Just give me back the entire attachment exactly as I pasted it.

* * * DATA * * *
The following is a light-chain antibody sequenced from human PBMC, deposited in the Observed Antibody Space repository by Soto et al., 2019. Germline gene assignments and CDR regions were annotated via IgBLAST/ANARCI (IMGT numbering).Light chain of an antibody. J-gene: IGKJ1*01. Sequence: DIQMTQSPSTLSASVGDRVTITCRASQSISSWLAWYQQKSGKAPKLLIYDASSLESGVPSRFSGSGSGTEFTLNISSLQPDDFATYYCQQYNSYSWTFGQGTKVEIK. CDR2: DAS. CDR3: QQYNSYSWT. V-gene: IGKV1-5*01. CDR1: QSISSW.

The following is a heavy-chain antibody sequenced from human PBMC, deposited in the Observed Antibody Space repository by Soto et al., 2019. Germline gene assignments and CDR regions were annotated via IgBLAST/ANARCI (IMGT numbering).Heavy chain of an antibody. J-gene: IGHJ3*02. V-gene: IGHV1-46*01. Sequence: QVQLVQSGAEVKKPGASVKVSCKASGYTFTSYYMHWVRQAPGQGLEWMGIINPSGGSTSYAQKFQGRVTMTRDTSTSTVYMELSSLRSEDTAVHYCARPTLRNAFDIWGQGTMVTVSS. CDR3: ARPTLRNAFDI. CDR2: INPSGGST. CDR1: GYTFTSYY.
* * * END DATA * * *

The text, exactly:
The following is a light-chain antibody sequenced from human PBMC, deposited in the Observed Antibody Space repository by Soto et al., 2019. Germline gene assignments and CDR regions were annotated via IgBLAST/ANARCI (IMGT numbering).Light chain of an antibody. J-gene: IGKJ1*01. Sequence: DIQMTQSPSTLSASVGDRVTITCRASQSISSWLAWYQQKSGKAPKLLIYDASSLESGVPSRFSGSGSGTEFTLNISSLQPDDFATYYCQQYNSYSWTFGQGTKVEIK. CDR2: DAS. CDR3: QQYNSYSWT. V-gene: IGKV1-5*01. CDR1: QSISSW.

The following is a heavy-chain antibody sequenced from human PBMC, deposited in the Observed Antibody Space repository by Soto et al., 2019. Germline gene assignments and CDR regions were annotated via IgBLAST/ANARCI (IMGT numbering).Heavy chain of an antibody. J-gene: IGHJ3*02. V-gene: IGHV1-46*01. Sequence: QVQLVQSGAEVKKPGASVKVSCKASGYTFTSYYMHWVRQAPGQGLEWMGIINPSGGSTSYAQKFQGRVTMTRDTSTSTVYMELSSLRSEDTAVHYCARPTLRNAFDIWGQGTMVTVSS. CDR3: ARPTLRNAFDI. CDR2: INPSGGST. CDR1: GYTFTSYY.